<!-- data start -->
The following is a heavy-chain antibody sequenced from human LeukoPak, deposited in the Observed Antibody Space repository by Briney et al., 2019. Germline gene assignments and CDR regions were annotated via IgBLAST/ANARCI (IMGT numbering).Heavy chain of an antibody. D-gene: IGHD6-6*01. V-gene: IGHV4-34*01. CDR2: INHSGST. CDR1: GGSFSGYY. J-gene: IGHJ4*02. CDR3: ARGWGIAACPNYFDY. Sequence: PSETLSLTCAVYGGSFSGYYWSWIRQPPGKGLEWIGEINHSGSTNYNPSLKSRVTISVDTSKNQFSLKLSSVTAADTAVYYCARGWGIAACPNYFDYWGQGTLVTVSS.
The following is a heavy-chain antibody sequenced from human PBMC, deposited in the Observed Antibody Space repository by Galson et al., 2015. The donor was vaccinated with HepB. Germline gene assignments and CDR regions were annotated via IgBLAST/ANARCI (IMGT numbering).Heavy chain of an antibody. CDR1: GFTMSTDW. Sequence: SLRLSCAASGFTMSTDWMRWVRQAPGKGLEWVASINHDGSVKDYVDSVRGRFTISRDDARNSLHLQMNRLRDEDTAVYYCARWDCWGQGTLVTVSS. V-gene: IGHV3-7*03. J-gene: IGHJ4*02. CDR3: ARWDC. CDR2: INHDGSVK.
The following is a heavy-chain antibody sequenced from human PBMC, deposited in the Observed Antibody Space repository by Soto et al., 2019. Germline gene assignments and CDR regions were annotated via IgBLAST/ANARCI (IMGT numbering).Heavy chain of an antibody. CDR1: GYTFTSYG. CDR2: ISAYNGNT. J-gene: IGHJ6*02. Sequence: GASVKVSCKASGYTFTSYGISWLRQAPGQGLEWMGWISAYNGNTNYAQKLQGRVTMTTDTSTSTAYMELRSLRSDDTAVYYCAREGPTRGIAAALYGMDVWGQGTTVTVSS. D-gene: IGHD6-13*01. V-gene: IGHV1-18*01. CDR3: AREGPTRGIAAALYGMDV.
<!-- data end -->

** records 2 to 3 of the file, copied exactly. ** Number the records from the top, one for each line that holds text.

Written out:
The following is a heavy-chain antibody sequenced from human PBMC, deposited in the Observed Antibody Space repository by Galson et al., 2015. The donor was vaccinated with HepB. Germline gene assignments and CDR regions were annotated via IgBLAST/ANARCI (IMGT numbering).Heavy chain of an antibody. CDR1: GFTMSTDW. Sequence: SLRLSCAASGFTMSTDWMRWVRQAPGKGLEWVASINHDGSVKDYVDSVRGRFTISRDDARNSLHLQMNRLRDEDTAVYYCARWDCWGQGTLVTVSS. V-gene: IGHV3-7*03. J-gene: IGHJ4*02. CDR3: ARWDC. CDR2: INHDGSVK.
The following is a heavy-chain antibody sequenced from human PBMC, deposited in the Observed Antibody Space repository by Soto et al., 2019. Germline gene assignments and CDR regions were annotated via IgBLAST/ANARCI (IMGT numbering).Heavy chain of an antibody. CDR1: GYTFTSYG. CDR2: ISAYNGNT. J-gene: IGHJ6*02. Sequence: GASVKVSCKASGYTFTSYGISWLRQAPGQGLEWMGWISAYNGNTNYAQKLQGRVTMTTDTSTSTAYMELRSLRSDDTAVYYCAREGPTRGIAAALYGMDVWGQGTTVTVSS. D-gene: IGHD6-13*01. V-gene: IGHV1-18*01. CDR3: AREGPTRGIAAALYGMDV.